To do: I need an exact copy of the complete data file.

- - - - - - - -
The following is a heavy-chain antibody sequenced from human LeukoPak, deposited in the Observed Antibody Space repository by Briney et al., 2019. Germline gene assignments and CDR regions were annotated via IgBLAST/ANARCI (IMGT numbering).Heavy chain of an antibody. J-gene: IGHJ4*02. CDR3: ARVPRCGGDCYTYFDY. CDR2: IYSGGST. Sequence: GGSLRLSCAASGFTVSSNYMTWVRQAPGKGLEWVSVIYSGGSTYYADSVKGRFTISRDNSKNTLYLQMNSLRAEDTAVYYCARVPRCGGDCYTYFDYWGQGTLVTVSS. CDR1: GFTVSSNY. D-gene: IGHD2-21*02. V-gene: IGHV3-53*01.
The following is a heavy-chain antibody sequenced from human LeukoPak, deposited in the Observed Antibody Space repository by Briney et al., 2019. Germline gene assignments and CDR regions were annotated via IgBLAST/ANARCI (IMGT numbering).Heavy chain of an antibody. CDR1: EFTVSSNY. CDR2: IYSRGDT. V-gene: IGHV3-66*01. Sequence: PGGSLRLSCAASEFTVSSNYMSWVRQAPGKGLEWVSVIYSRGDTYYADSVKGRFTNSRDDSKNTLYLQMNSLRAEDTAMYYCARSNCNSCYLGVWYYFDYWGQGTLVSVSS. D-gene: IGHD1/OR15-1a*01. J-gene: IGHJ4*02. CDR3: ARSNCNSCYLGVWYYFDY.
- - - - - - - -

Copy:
The following is a heavy-chain antibody sequenced from human LeukoPak, deposited in the Observed Antibody Space repository by Briney et al., 2019. Germline gene assignments and CDR regions were annotated via IgBLAST/ANARCI (IMGT numbering).Heavy chain of an antibody. J-gene: IGHJ4*02. CDR3: ARVPRCGGDCYTYFDY. CDR2: IYSGGST. Sequence: GGSLRLSCAASGFTVSSNYMTWVRQAPGKGLEWVSVIYSGGSTYYADSVKGRFTISRDNSKNTLYLQMNSLRAEDTAVYYCARVPRCGGDCYTYFDYWGQGTLVTVSS. CDR1: GFTVSSNY. D-gene: IGHD2-21*02. V-gene: IGHV3-53*01.
The following is a heavy-chain antibody sequenced from human LeukoPak, deposited in the Observed Antibody Space repository by Briney et al., 2019. Germline gene assignments and CDR regions were annotated via IgBLAST/ANARCI (IMGT numbering).Heavy chain of an antibody. CDR1: EFTVSSNY. CDR2: IYSRGDT. V-gene: IGHV3-66*01. Sequence: PGGSLRLSCAASEFTVSSNYMSWVRQAPGKGLEWVSVIYSRGDTYYADSVKGRFTNSRDDSKNTLYLQMNSLRAEDTAMYYCARSNCNSCYLGVWYYFDYWGQGTLVSVSS. D-gene: IGHD1/OR15-1a*01. J-gene: IGHJ4*02. CDR3: ARSNCNSCYLGVWYYFDY.